Though it seemed like the rain would hinder the quality of the audience, DIIV and their openers No Joy and Sunflower Bean put on captivating performances to a happy and energetic crowd.
As the storm outside picked up, more and more people began to file into Trees while Sunflower Bean started their set. Sunflower Bean, New York natives, play what appears to be a mixture of psych-rock and post-punk. And though both genres have been fused by numerous bands in the past, Sunflower Bean bring a sound fueled by raw energy and technical proficiency that is refreshing in a scene flooded by 3-chord psych rockers. Though it seemed like there were some errors with the monitors onstage, Sunflower Bean sounded great: Nick Kivlen’s guitar created a wall of sound while his fingers seemed to move effortlessly up and down the fret board, Julia Cumming’s bass sounded raw and powerful, and Jacob Faber’s drumming was impeccable. Kivlen moved his guitar around the stage towards various amps and pedals creating noisy feedback reminiscent of early Sonic Youth. Both Kivlen and Cumming shared vocals, and their playful banter was a refreshing juxtaposition to their powerful sound. Sunflower Bean put on a cool show, and with a new album due in early 2016, you’ll surely be hearing them on the Radio UTD airwaves frequently.
The rain picked up even more, and the ceiling began to drip water all over the audience. This set the perfect scene for the show No Joy was about to put on. As it began to drizzle inside, No Joy created an effect driven wall of sound that captivated the audience. Though guitarist Laura Lloyd was noticeably frustrated with the sound on stage –her guitar did seem very low in the mix– she and the rest of the band put on an interesting and engaging show. No Joy created a fast and powerful wall of shoegazey noise, driven by bassist Michael Farksy’s thunderous basslines. And while the sound may not have been what they were going for, it was enough to keep the audience happy.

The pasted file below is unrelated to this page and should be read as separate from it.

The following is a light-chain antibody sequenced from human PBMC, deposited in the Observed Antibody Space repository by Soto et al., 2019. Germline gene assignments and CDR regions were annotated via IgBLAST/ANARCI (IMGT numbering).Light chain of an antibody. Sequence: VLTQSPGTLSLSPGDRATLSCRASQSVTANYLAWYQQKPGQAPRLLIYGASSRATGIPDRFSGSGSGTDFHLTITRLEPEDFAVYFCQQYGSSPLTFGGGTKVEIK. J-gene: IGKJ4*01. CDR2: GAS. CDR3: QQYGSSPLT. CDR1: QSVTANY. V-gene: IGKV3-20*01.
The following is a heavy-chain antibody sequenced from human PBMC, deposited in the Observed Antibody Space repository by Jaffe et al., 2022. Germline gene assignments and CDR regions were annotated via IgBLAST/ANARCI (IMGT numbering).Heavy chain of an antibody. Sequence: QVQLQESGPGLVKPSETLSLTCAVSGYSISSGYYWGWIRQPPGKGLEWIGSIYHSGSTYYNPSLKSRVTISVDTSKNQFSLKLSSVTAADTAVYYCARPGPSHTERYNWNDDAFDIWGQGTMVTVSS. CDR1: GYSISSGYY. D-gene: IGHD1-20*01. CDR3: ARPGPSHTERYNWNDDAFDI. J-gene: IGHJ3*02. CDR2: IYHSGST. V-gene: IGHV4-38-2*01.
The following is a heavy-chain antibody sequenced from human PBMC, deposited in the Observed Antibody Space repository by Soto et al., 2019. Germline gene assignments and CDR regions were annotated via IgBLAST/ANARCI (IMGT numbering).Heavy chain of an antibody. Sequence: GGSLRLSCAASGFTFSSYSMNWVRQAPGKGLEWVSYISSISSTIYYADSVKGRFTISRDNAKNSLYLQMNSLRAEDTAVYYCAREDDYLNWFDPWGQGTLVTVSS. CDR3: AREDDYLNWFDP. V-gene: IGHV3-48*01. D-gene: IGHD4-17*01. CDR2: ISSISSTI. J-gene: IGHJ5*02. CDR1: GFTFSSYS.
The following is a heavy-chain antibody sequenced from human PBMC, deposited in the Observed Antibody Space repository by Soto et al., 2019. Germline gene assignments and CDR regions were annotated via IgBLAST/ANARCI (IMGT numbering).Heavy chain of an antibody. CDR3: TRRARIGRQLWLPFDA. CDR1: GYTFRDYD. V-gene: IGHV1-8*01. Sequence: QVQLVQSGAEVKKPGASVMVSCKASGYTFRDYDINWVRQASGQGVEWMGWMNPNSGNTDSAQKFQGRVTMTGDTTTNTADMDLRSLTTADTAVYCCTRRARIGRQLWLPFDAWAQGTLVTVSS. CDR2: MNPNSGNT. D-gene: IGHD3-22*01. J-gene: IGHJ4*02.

Despite delay, DIIV appeared on stage just as the buzzes and dings of flood warnings were emitted from many audience members’ phones. Right off the bat, it was obvious that this would be a memorable show. It’s not everyday that you hear a live band that sounds as good as they did on their record, and it’s even rarer to hear a live band that sounds better than they did on their record: that was DIIV. Despite technical errors earlier in the night, the audio during their set was amazing. DIIV powered through many great tracks off of their debut album Oshin, such as the hit “How Long Have You Known” and “Human”. Frontman, Zachary Cole Smith, was funny and playful with audience: introducing the band as “DIIV from New Bork” after almost every song. He was constantly apologizing just in case he was being a jerk, because he was “a little drunk”. However intoxicated he may or may not have been, it didn’t show through his playing at all. The whole band performed flawlessly. Smith moved all around the stage: sliding his guitar around his body — even behind his head, while tiptoeing around various pedals and wires. The whole band seemed to be amazed by the fact that it was raining inside and often said things like “Are we outside?” and “That sucks,” — which was pretty funny in the moment.
As the rain fell, and DIIV played some new tracks off of their upcoming album “Is This Is Are” the crowd got more and rowdy. Unlike many brutal and borderline scary mosh pits that break out at punk shows, the pit that broke out at DIIV gave off a very friendly vibe. Though DIIV play dream-pop-y, shoegaze-y, indie rock, the crowd kept finding reasons to mosh. And while it may be that kids in Dallas just love to mosh, DIIV didn’t seem to be phased by it. The most memorable moment occurred when a heckler in the audience yelled “bet you can’t play Stairway to Heaven!”. Smith smirked and muttered a “what was that?” into the mic before he and guitarist Andrew Bailey jumped into a near-perfect rendition of the Led Zeppelin classic just to prove that they could. DIIV closed the show with a pre-discussed encore: their heaviest song “Doused”. As the bassline began, the crowd went nuts and proceeded to jump and push throughout the whole thing. The track finished, DIIV put down their instruments, and the curtains closed without any other word. Overall, DIIV played a great show that not only sounded amazing, but also got the audience involved. Their new album “Is This Is Are” is slated to release later this year, and music fans are eagerly awaiting DIIV’s return.